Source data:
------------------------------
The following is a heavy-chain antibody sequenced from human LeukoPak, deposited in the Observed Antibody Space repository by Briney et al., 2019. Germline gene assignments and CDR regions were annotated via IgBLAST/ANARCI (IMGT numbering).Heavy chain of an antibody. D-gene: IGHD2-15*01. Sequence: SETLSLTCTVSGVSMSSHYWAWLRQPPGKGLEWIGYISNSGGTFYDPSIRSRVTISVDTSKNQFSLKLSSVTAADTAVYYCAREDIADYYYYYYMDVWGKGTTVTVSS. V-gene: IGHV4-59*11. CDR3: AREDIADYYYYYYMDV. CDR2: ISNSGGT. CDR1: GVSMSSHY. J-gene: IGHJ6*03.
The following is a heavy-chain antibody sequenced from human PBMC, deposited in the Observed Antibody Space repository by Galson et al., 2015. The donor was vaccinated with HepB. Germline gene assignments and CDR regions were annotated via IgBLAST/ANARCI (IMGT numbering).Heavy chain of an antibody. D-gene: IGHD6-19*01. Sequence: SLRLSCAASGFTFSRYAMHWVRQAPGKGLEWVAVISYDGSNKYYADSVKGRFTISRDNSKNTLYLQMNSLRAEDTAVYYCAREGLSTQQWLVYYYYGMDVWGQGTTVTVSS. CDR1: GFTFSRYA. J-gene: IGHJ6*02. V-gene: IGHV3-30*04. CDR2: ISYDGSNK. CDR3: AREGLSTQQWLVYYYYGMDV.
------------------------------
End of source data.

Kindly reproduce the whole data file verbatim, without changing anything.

The following is a heavy-chain antibody sequenced from human LeukoPak, deposited in the Observed Antibody Space repository by Briney et al., 2019. Germline gene assignments and CDR regions were annotated via IgBLAST/ANARCI (IMGT numbering).Heavy chain of an antibody. D-gene: IGHD2-15*01. Sequence: SETLSLTCTVSGVSMSSHYWAWLRQPPGKGLEWIGYISNSGGTFYDPSIRSRVTISVDTSKNQFSLKLSSVTAADTAVYYCAREDIADYYYYYYMDVWGKGTTVTVSS. V-gene: IGHV4-59*11. CDR3: AREDIADYYYYYYMDV. CDR2: ISNSGGT. CDR1: GVSMSSHY. J-gene: IGHJ6*03.
The following is a heavy-chain antibody sequenced from human PBMC, deposited in the Observed Antibody Space repository by Galson et al., 2015. The donor was vaccinated with HepB. Germline gene assignments and CDR regions were annotated via IgBLAST/ANARCI (IMGT numbering).Heavy chain of an antibody. D-gene: IGHD6-19*01. Sequence: SLRLSCAASGFTFSRYAMHWVRQAPGKGLEWVAVISYDGSNKYYADSVKGRFTISRDNSKNTLYLQMNSLRAEDTAVYYCAREGLSTQQWLVYYYYGMDVWGQGTTVTVSS. CDR1: GFTFSRYA. J-gene: IGHJ6*02. V-gene: IGHV3-30*04. CDR2: ISYDGSNK. CDR3: AREGLSTQQWLVYYYYGMDV.